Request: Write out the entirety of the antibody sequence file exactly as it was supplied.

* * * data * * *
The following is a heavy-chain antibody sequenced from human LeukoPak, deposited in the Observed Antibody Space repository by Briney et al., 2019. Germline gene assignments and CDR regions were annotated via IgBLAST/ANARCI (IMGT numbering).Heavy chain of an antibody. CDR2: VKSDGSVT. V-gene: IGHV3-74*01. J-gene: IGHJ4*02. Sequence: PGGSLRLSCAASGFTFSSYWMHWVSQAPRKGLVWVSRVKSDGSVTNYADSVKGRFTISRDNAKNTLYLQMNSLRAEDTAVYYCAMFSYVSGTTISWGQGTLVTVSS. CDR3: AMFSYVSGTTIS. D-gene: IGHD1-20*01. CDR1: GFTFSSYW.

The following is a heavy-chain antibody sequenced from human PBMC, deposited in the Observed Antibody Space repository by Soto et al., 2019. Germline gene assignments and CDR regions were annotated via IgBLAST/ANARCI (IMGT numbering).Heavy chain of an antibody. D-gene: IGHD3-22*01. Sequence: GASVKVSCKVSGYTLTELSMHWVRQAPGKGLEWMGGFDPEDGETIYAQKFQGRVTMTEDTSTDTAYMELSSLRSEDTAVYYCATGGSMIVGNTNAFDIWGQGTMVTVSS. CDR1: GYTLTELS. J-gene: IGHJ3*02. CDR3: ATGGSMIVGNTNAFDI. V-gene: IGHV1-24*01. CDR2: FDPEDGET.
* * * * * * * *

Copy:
The following is a heavy-chain antibody sequenced from human LeukoPak, deposited in the Observed Antibody Space repository by Briney et al., 2019. Germline gene assignments and CDR regions were annotated via IgBLAST/ANARCI (IMGT numbering).Heavy chain of an antibody. CDR2: VKSDGSVT. V-gene: IGHV3-74*01. J-gene: IGHJ4*02. Sequence: PGGSLRLSCAASGFTFSSYWMHWVSQAPRKGLVWVSRVKSDGSVTNYADSVKGRFTISRDNAKNTLYLQMNSLRAEDTAVYYCAMFSYVSGTTISWGQGTLVTVSS. CDR3: AMFSYVSGTTIS. D-gene: IGHD1-20*01. CDR1: GFTFSSYW.

The following is a heavy-chain antibody sequenced from human PBMC, deposited in the Observed Antibody Space repository by Soto et al., 2019. Germline gene assignments and CDR regions were annotated via IgBLAST/ANARCI (IMGT numbering).Heavy chain of an antibody. D-gene: IGHD3-22*01. Sequence: GASVKVSCKVSGYTLTELSMHWVRQAPGKGLEWMGGFDPEDGETIYAQKFQGRVTMTEDTSTDTAYMELSSLRSEDTAVYYCATGGSMIVGNTNAFDIWGQGTMVTVSS. CDR1: GYTLTELS. J-gene: IGHJ3*02. CDR3: ATGGSMIVGNTNAFDI. V-gene: IGHV1-24*01. CDR2: FDPEDGET.